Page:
Last Sunday’s NYT profiled Kris Carr,  whose film (“Crazy, Sexy, Cancer”), best-selling book series, and blog celebrate the author’s transformation from a 31-year old woman diagnosed with stage 4 cancer to self-proclaimed “wellness warrior” and celebrity. Carr’s website promises not just survival but “explosive energy, joy & vitality” and asks a pertinent question: “Why, when we are challenged to survive, do we give ourselves permission to truly live?”
Similarly, one of the most compelling televisions shows I have watched lately is Laura Linney's excellent series, The Big C, on Showtime (we do not have cable and have been watching old episodes on Netflix, so please do not tell me if she dies in Season 2!). I am not a cancer survivor myself, and neither are most of the viewers of the show. So why would anyone watch a show about a middle-aged woman who receives a diagnosis of advanced, inoperable cancer? Well, because the show is funny, moving, and wonderfully done.
Certainly, Carr’s personal journey is compelling and heroic. And if she’s able to provide comfort and inspiration to women facing severe illness, hats off to her. But I wonder about the mass appeal of these narratives to women who are not ill.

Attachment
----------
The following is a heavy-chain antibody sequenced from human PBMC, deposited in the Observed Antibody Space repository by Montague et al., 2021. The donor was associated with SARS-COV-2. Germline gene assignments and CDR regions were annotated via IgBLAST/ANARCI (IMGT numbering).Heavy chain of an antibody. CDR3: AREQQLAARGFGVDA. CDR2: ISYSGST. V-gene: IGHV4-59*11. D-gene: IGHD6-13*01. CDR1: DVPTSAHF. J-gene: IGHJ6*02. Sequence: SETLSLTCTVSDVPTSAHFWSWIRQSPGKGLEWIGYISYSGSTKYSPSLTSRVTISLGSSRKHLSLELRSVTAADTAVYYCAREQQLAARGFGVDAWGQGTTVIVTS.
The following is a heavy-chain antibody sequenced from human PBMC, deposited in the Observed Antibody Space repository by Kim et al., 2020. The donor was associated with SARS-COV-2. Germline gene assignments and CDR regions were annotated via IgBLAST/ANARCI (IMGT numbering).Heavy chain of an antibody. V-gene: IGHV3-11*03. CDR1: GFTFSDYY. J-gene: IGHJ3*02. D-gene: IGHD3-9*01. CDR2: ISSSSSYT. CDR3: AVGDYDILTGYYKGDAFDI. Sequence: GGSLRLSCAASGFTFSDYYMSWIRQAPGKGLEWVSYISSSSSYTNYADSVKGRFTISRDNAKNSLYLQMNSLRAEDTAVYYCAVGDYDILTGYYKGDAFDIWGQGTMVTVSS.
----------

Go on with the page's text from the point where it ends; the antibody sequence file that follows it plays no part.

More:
I think there’s a deeper meaning to the popularity of both The Big C and Carr’s blog/books/movie: many of us would probably like to shrug off our often crushing responsibilities and live in the moment. We would like to be gloriously, beautifully alive (both Carr and Linney are radiant blondes). Linney’s character leads a charmed life, post-diagnosis: she is effortlessly beautiful, lives in a gorgeous sun-drenched house, and although she's shown teaching, her job is represented as magically without consequences or stress. But most important, since she's dying, she be selfish and irresponsible: she empties her 401K to buy a red sports car; puts in a swimming pool; kicks out her hapless husband; flirts with her handsome oncologist; has an affair with a charming black artist; liberates herself from conventional niceties with what my aunt called “cancer rudeness.” The whole first season shows a seemingly healthy woman doing whatever she wants.
As Barbara Ehrenreich  points out (with her usual brilliance), we have a cultural fascination with the power of positive thinking. However, I’m struck by the poignancy of our collective desires to imagine ourselves as cancer patients, at once the center of the universe and magically alive.